Unannounced substitutions give some inexperienced umpires fits. The reason? It seems like something sneaky or illegal is going on. Generally this is not the case. Usually an unannounced substitute occurs late in the game on defense only; when there is an obvious pitching change at the beginning of the inning; or when the manager simply “forgets.”
The umpire should not be concerned about keeping track of batting lineups and substitutions. Those areas are team responsibilities. The umpire is required to announce each substitutions, when he is notified.
Rule 3.06 requires that the manager notify the umpire in chief of any substitution. However, there is no penalty for the manager’s failure to do so. On the contrary, Rule 3.08(a) tells us that an unannounced substitute has entered the game when:
(1) If a pitcher, he takes his place on the pitcher’s plate;
(2) If a batter, he takes his place in the batter’s box;
(3) If a fielder, he reaches the position usually occupied by the fielder he has replaced, and play commences;
(4) If a runner, he takes the place of the runner he has replaced.
Rule 3.08(b) tells us that “[a]ny play made by, or on, any of the above mentioned unannounced substitutes shall be legal.” So an unannounced substitution, by itself, is legal. I say “by itself” because an unannounced substitute may also be illegal.
When a manager announces multiple substitutes, he gets to choose the spot the substitutes will occupy in the lineup. See Rule 3.03. When the manager fails to immediately designate this information, the umpire in chief has the authority to choose the places in the batting order. “Immediately” is generally interpreted as “before the player takes his position.” See Wendelstedt Umpire Manual, p. 48. Rule 3.03 states that “[a] substitute player shall bat in the replaced player’s position in the team’s batting order,” which means the default is a one-for-one switch.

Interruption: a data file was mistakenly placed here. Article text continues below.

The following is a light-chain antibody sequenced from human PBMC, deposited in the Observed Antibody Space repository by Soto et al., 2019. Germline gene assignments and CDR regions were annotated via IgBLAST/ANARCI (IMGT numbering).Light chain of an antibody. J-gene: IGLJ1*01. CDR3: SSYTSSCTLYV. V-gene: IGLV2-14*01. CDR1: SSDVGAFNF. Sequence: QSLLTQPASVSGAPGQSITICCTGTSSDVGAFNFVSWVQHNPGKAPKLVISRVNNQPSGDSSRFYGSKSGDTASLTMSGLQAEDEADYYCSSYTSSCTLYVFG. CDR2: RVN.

Failure to immediately notify the umpire in chief of multiple substitutions can mean the loss of the opportunity to double switch. Note Rule 3.06 (above) states that a pitcher has entered the game when he toes the rubber to begin his warm up pitches. However, a fielder has not entered the game until play commences. Take, for example, a manager brings in a relief pitcher and another player to play second base. Once the pitcher takes his place and begins his warm up pitches, by rule it is too late to switch the players’ positions in the batting order since the pitcher has already entered the game and second baseman has not yet entered the game.
Good game management would call for the umpire to ask if anyone else is coming in when a new pitcher is called. However, umpires are not required to babysit managers and managers are expected to know the rules. Ignore them at your own peril, skip.
Poor communication can lead to serious problems, as the Padres discovered on August 7, 2008. In the top of the eighth inning, Padres Manager Bud Black pinch hit Edgar Gonzalez for reliever Cla Meredith in the nine hole, and Brian Giles pinch hit for second baseman Tadahito Iguchi in the two hole. During the middle of the inning Black motions to plate umpire Tim Tichenor with two fingers and a chopping motion. Tichenor interprets this motion as an indication that Black wants his new reliever, Bryan Corey, to replace Gonzales and annotates the lineup card. Black intends that Gonzales will remain in the game at second base and Corey will bat in the two hole. After Corey takes the mound and begins his warm-up tosses, Tichenor and Black discuss the situation.
Since Corey has entered the game, he is locked into the nine spot and has replaced Gonzales under the Rules. Unfortunately for the Padres, this confusion caused them to lose their only remaining second baseman (Gonzales). It also resulted in Black and one of his coaches to be ejected. Ambiguous gesturing to the umpire led to this confusion. See story and video at: